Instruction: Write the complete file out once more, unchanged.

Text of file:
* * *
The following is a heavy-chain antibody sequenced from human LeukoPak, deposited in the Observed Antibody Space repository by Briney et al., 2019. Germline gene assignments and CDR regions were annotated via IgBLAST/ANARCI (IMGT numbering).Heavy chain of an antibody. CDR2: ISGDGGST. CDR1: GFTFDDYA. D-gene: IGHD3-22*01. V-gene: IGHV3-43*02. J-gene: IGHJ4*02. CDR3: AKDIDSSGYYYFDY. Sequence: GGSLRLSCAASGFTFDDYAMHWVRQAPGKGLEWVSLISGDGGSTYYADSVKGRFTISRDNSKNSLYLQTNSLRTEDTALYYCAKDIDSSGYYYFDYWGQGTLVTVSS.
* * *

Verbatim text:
The following is a heavy-chain antibody sequenced from human LeukoPak, deposited in the Observed Antibody Space repository by Briney et al., 2019. Germline gene assignments and CDR regions were annotated via IgBLAST/ANARCI (IMGT numbering).Heavy chain of an antibody. CDR2: ISGDGGST. CDR1: GFTFDDYA. D-gene: IGHD3-22*01. V-gene: IGHV3-43*02. J-gene: IGHJ4*02. CDR3: AKDIDSSGYYYFDY. Sequence: GGSLRLSCAASGFTFDDYAMHWVRQAPGKGLEWVSLISGDGGSTYYADSVKGRFTISRDNSKNSLYLQTNSLRTEDTALYYCAKDIDSSGYYYFDYWGQGTLVTVSS.